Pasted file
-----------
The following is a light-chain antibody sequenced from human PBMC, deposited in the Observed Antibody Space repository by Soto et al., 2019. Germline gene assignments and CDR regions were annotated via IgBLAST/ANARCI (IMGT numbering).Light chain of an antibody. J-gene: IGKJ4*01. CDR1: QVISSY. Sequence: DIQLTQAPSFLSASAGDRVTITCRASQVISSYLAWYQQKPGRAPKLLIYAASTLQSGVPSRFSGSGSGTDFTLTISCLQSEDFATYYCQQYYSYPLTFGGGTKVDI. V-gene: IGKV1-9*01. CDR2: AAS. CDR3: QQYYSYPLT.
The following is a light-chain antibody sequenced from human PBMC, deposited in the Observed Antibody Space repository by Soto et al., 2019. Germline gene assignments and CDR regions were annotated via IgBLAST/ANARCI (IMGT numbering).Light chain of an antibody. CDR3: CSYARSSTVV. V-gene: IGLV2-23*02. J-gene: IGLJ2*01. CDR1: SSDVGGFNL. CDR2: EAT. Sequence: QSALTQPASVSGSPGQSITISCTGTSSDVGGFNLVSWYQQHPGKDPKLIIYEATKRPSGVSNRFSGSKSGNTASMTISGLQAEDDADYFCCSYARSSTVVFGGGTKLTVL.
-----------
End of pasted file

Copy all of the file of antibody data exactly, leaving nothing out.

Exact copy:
The following is a light-chain antibody sequenced from human PBMC, deposited in the Observed Antibody Space repository by Soto et al., 2019. Germline gene assignments and CDR regions were annotated via IgBLAST/ANARCI (IMGT numbering).Light chain of an antibody. J-gene: IGKJ4*01. CDR1: QVISSY. Sequence: DIQLTQAPSFLSASAGDRVTITCRASQVISSYLAWYQQKPGRAPKLLIYAASTLQSGVPSRFSGSGSGTDFTLTISCLQSEDFATYYCQQYYSYPLTFGGGTKVDI. V-gene: IGKV1-9*01. CDR2: AAS. CDR3: QQYYSYPLT.
The following is a light-chain antibody sequenced from human PBMC, deposited in the Observed Antibody Space repository by Soto et al., 2019. Germline gene assignments and CDR regions were annotated via IgBLAST/ANARCI (IMGT numbering).Light chain of an antibody. CDR3: CSYARSSTVV. V-gene: IGLV2-23*02. J-gene: IGLJ2*01. CDR1: SSDVGGFNL. CDR2: EAT. Sequence: QSALTQPASVSGSPGQSITISCTGTSSDVGGFNLVSWYQQHPGKDPKLIIYEATKRPSGVSNRFSGSKSGNTASMTISGLQAEDDADYFCCSYARSSTVVFGGGTKLTVL.